And yet this is far from new. Paul fought fiercely against the Jerusalem Church in the 1st century to define the terms under which Gentiles could enter into the fold. The Jerusalem Church and other “Judaizers” held that Gentiles needed to be circumcised and follow the whole Jewish law (i.e. become Jewish) before they could be a member of The Way. Paul held that circumcision was not necessary for Gentiles because of the promised made to Abraham in Genesis 12 and 15. We can fast forward a few years to the promulgation of the words “heresy” and “heretic” in the writings of Irenaeus and Epiphanius. They both engaged in projects to identify and define the “heretics.” The underlying struggle was again one of definitions and power.

Again, the same can be seen in the numerous theological controversies in the 4th and 5th centuries. Was Jesus fully God? Fully human? Both? Is there such a thing as the Trinity? If so, what is its nature? History teaches us that ultimately these decisions were made on the basis of who had the power. The views of those with the power and resources (e.g. access to the emperor, control of trade routes, etc.) won the day. Many will see this as a cynical look at the history of Christianity. Others will see it as heresy and blasphemy. And that’s okay.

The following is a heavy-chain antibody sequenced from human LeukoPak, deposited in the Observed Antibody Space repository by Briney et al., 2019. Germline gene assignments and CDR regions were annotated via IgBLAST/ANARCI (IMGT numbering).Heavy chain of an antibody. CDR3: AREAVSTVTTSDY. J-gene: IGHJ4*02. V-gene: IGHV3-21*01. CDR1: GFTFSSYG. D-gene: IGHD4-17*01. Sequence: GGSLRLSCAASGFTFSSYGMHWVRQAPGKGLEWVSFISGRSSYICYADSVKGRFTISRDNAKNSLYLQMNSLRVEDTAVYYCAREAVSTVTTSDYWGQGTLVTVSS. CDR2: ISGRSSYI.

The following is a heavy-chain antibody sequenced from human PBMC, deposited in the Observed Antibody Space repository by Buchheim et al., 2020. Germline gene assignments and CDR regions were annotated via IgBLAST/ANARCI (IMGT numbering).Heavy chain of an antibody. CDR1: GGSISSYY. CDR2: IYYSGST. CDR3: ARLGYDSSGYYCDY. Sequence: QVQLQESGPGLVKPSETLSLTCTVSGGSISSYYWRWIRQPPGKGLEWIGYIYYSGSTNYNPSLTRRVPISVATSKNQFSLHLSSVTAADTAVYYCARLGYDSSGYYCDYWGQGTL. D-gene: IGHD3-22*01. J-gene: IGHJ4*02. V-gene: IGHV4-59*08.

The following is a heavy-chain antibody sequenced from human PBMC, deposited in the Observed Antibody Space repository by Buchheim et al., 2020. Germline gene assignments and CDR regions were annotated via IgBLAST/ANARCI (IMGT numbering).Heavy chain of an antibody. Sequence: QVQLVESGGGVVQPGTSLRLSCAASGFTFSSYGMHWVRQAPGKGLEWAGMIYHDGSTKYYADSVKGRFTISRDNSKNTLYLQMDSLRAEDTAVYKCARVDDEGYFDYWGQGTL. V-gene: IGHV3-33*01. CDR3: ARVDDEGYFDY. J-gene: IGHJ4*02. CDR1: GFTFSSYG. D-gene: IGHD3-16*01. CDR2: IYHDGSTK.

My point is simply this: from the beginning, this movement that many today call Christianity and that many of its earliest adherents appear to have called The Way has been characterized by struggles over who gets to determine what is “right” and what is “wrong,” what is “true” and what is “false,” what is “orthodox” and what is “heresy,” what is “Christian” and what is not. And nothing has changed. While the battle lines have shifted some and the sites of contestation have moved, we are still fighting the same war. Everyone still believes and argues that it is their definition that is right while every other definition is wrong. And, as has been true throughout history, it is those with the power and the resources that are controlling the conversation.

All we have are definitions and reifications. There is no such thing as Christianity.

Thomas Whitley

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About the Author